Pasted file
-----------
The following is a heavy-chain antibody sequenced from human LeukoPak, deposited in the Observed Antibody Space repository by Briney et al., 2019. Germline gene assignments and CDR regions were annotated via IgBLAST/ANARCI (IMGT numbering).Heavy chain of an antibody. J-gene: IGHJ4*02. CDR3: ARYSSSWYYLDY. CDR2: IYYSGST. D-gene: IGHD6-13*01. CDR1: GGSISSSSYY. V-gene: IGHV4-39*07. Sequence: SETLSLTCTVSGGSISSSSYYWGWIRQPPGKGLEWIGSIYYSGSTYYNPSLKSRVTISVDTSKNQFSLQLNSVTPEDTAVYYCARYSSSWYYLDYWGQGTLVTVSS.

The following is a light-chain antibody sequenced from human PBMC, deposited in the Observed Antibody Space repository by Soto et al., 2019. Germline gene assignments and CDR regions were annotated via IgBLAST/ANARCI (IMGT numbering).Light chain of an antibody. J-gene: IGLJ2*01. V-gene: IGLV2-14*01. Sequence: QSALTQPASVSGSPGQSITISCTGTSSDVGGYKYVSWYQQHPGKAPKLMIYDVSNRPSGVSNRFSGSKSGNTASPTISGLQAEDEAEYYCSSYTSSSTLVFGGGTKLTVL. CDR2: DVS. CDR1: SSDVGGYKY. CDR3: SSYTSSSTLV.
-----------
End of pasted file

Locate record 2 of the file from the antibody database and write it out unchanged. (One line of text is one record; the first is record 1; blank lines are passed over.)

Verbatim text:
The following is a light-chain antibody sequenced from human PBMC, deposited in the Observed Antibody Space repository by Soto et al., 2019. Germline gene assignments and CDR regions were annotated via IgBLAST/ANARCI (IMGT numbering).Light chain of an antibody. J-gene: IGLJ2*01. V-gene: IGLV2-14*01. Sequence: QSALTQPASVSGSPGQSITISCTGTSSDVGGYKYVSWYQQHPGKAPKLMIYDVSNRPSGVSNRFSGSKSGNTASPTISGLQAEDEAEYYCSSYTSSSTLVFGGGTKLTVL. CDR2: DVS. CDR1: SSDVGGYKY. CDR3: SSYTSSSTLV.